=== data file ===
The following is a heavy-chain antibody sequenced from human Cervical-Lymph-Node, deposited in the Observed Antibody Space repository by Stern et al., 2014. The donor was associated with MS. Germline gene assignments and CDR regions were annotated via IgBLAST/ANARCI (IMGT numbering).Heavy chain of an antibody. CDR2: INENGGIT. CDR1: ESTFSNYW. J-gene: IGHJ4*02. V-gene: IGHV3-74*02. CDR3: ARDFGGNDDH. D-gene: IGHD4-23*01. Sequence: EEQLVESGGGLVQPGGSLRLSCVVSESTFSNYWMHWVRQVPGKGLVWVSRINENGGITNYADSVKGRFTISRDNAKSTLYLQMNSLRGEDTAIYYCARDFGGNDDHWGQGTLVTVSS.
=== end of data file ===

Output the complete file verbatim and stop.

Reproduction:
The following is a heavy-chain antibody sequenced from human Cervical-Lymph-Node, deposited in the Observed Antibody Space repository by Stern et al., 2014. The donor was associated with MS. Germline gene assignments and CDR regions were annotated via IgBLAST/ANARCI (IMGT numbering).Heavy chain of an antibody. CDR2: INENGGIT. CDR1: ESTFSNYW. J-gene: IGHJ4*02. V-gene: IGHV3-74*02. CDR3: ARDFGGNDDH. D-gene: IGHD4-23*01. Sequence: EEQLVESGGGLVQPGGSLRLSCVVSESTFSNYWMHWVRQVPGKGLVWVSRINENGGITNYADSVKGRFTISRDNAKSTLYLQMNSLRGEDTAIYYCARDFGGNDDHWGQGTLVTVSS.